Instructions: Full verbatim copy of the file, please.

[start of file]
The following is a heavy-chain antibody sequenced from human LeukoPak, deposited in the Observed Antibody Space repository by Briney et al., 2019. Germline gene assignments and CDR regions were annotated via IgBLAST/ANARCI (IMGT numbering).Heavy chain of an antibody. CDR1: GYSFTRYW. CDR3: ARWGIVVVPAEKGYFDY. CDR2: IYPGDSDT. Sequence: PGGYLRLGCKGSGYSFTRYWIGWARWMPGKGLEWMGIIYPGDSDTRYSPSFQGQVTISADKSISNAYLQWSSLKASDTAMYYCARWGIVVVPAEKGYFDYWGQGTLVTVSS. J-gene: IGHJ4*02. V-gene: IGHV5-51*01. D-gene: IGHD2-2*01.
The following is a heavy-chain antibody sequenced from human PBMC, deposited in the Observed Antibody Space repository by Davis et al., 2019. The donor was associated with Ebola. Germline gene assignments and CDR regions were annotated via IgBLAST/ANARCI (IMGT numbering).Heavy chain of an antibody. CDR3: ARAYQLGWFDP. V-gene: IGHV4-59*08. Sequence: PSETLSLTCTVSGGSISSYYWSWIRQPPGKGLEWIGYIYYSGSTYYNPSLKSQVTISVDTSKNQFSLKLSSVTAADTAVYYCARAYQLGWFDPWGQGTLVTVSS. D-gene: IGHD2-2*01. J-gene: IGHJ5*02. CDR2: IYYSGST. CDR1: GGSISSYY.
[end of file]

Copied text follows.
The following is a heavy-chain antibody sequenced from human LeukoPak, deposited in the Observed Antibody Space repository by Briney et al., 2019. Germline gene assignments and CDR regions were annotated via IgBLAST/ANARCI (IMGT numbering).Heavy chain of an antibody. CDR1: GYSFTRYW. CDR3: ARWGIVVVPAEKGYFDY. CDR2: IYPGDSDT. Sequence: PGGYLRLGCKGSGYSFTRYWIGWARWMPGKGLEWMGIIYPGDSDTRYSPSFQGQVTISADKSISNAYLQWSSLKASDTAMYYCARWGIVVVPAEKGYFDYWGQGTLVTVSS. J-gene: IGHJ4*02. V-gene: IGHV5-51*01. D-gene: IGHD2-2*01.
The following is a heavy-chain antibody sequenced from human PBMC, deposited in the Observed Antibody Space repository by Davis et al., 2019. The donor was associated with Ebola. Germline gene assignments and CDR regions were annotated via IgBLAST/ANARCI (IMGT numbering).Heavy chain of an antibody. CDR3: ARAYQLGWFDP. V-gene: IGHV4-59*08. Sequence: PSETLSLTCTVSGGSISSYYWSWIRQPPGKGLEWIGYIYYSGSTYYNPSLKSQVTISVDTSKNQFSLKLSSVTAADTAVYYCARAYQLGWFDPWGQGTLVTVSS. D-gene: IGHD2-2*01. J-gene: IGHJ5*02. CDR2: IYYSGST. CDR1: GGSISSYY.